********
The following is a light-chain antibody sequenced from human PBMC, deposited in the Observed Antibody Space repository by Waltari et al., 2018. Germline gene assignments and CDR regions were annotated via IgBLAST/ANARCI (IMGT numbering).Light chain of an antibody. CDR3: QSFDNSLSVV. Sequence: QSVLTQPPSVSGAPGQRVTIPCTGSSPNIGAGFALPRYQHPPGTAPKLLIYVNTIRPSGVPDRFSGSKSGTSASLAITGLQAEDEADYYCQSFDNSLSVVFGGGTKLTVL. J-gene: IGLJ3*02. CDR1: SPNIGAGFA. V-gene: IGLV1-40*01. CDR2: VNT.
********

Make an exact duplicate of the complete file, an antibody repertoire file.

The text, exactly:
The following is a light-chain antibody sequenced from human PBMC, deposited in the Observed Antibody Space repository by Waltari et al., 2018. Germline gene assignments and CDR regions were annotated via IgBLAST/ANARCI (IMGT numbering).Light chain of an antibody. CDR3: QSFDNSLSVV. Sequence: QSVLTQPPSVSGAPGQRVTIPCTGSSPNIGAGFALPRYQHPPGTAPKLLIYVNTIRPSGVPDRFSGSKSGTSASLAITGLQAEDEADYYCQSFDNSLSVVFGGGTKLTVL. J-gene: IGLJ3*02. CDR1: SPNIGAGFA. V-gene: IGLV1-40*01. CDR2: VNT.